Large-scale genomic studies of human tumours rely on the availability of freshly frozen tumour tissue. To address the paucity of samples that meet ICGC standards, many projects have initiated prospective collections of high-quality source material. Accordingly, the ICGC recommended procedures to promote consistency of sample processing throughout the consortium and ensure a series of quality features such as high tissue integrity and tumour cell content. Each project will need to include diverse data types, such as environmental exposures, clinical history of participants, tumour histopathology, and clinical outcomes.

Tumours show considerable clinical and biological heterogeneity that has resulted in a variety of tumour classifications. Within the ICGC, special measures are taken to promote the consistency of diagnosis. These include the coordination of diagnostic criteria among groups investigating tumours that are related, and policies that all samples will be reviewed by at least two independent reference pathologists. Furthermore, images of the stained tumour sections (or blood smear or cytospins for haematological neoplasias) from which diagnoses were made, will be stored and made available to the community.

Although different tumour types may require specific procedures for tumour acquisition or compilation of clinical and environmental data, the ICGC has set guidelines about the use of common definitions and data standards. This will allow ICGC data users to identify correlations between tumour-specific molecular changes with clinical and histopathological data including prognosis, prediction of therapy response and tumour classification schemes for diagnosis.

Study design and statistical issues

To identify cancer-related genes, one needs to detect genes that are mutated at a higher frequency than the background mutation rate. Given that several driver genes have been found to be mutated at low frequencies, the ICGC will identify somatic mutations observed in at least 3% of tumours of a given subtype. The ICGC determined that 500 samples would be needed per tumour type (although for rare tumour types, a smaller sample size may be justified). In practice, the degree of heterogeneity of a given tumour type is difficult to know in advance, such that some particularly heterogeneous tumour types may require larger sample collections.

Cancer genome analyses

High-quality catalogues of somatic mutations from whole cancer genomes will ultimately be the ICGC standard. Shotgun sequencing using second generation technologies can detect all classes of somatic mutation implicated in cancer. Moreover, if the level of coverage is sufficient, comprehensive high-quality catalogues of somatic mutations from individual cancer genomes can be acquired with >90% sensitivity and >95% specificity. To achieve this, it will be necessary to sequence the genome of both the cancer and a normal tissue from the same individual to distinguish germline variants. Although a few genomes of this standard have already been generated, the cost and the continuing technology development will mean that interim analyses of particularly informative sectors of the genome will be carried out, for example of all coding exons and microRNAs.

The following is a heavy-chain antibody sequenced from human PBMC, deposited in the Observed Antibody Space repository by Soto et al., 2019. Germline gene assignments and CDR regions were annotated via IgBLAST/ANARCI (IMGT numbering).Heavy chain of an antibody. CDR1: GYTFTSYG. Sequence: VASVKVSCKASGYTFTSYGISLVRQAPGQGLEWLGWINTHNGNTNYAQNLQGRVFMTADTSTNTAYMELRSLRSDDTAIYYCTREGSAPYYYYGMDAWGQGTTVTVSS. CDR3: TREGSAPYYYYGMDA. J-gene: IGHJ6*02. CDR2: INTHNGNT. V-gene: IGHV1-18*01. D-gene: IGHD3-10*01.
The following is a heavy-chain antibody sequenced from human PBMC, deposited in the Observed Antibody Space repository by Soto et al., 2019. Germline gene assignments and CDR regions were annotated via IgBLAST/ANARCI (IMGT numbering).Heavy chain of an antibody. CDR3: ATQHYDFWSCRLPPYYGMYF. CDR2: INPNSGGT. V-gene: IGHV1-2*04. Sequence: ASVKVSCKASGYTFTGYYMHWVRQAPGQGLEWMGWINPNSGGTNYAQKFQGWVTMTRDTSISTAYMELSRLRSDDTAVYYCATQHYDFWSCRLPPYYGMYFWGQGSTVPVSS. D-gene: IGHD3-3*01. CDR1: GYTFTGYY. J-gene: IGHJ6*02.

For each individual cancer genome, the catalogue of somatic mutations will be supplemented by genome-wide information on the state of methylation of CpG dinucleotides. The optimal strategies and technologies to achieve this are not yet clear. Moreover, the genomes of individual cancers will be accompanied, where possible, by analyses of the transcriptome. Although conventional array-based approaches predominate at present, it is preferable that RNA sequencing becomes the standard as sequencing has a greater dynamic range25 and provides further information including new transcripts and sequence variants26.

ICGC data sets

The distributed nature of the consortium coupled with the large size of the data sets makes it cumbersome to store all data in a single centralized repository. For this reason, the ICGC has adopted a ‘franchise’ database model for integrating the information and making it available to the public. Under this model, each member project releases tumour information by copying it into its local franchise database after it has been quality checked. Each franchise database shares a common schema to describe the specimens, the associated clinical information, and their genome characterization data. ICGC primary data files, are sent to the National Center for Biotechnology Information (NCBI) and/or the European Bioinformatics Institute (EBI) for archiving, while interpreted data sets, such as somatic mutation calls, are stored in franchise databases. The ICGC franchise databases and web portal use BioMart27, a data federation technology originally developed for use in Ensembl28, and since adopted for use by several model organism and genome databases. The management of the ICGC data flow is the responsibility of the ICGC Data Coordination Center (DCC) located at the Ontario Institute for Cancer Research.